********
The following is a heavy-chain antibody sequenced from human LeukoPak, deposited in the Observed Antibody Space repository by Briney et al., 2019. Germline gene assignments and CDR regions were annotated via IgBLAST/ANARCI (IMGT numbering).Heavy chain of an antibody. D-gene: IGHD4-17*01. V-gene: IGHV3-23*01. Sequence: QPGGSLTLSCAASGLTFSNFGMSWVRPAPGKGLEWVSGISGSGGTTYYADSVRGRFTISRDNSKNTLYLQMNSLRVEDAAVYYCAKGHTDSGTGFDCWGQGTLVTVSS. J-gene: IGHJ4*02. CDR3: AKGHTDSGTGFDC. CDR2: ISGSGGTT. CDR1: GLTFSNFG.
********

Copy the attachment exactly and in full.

The following is a heavy-chain antibody sequenced from human LeukoPak, deposited in the Observed Antibody Space repository by Briney et al., 2019. Germline gene assignments and CDR regions were annotated via IgBLAST/ANARCI (IMGT numbering).Heavy chain of an antibody. D-gene: IGHD4-17*01. V-gene: IGHV3-23*01. Sequence: QPGGSLTLSCAASGLTFSNFGMSWVRPAPGKGLEWVSGISGSGGTTYYADSVRGRFTISRDNSKNTLYLQMNSLRVEDAAVYYCAKGHTDSGTGFDCWGQGTLVTVSS. J-gene: IGHJ4*02. CDR3: AKGHTDSGTGFDC. CDR2: ISGSGGTT. CDR1: GLTFSNFG.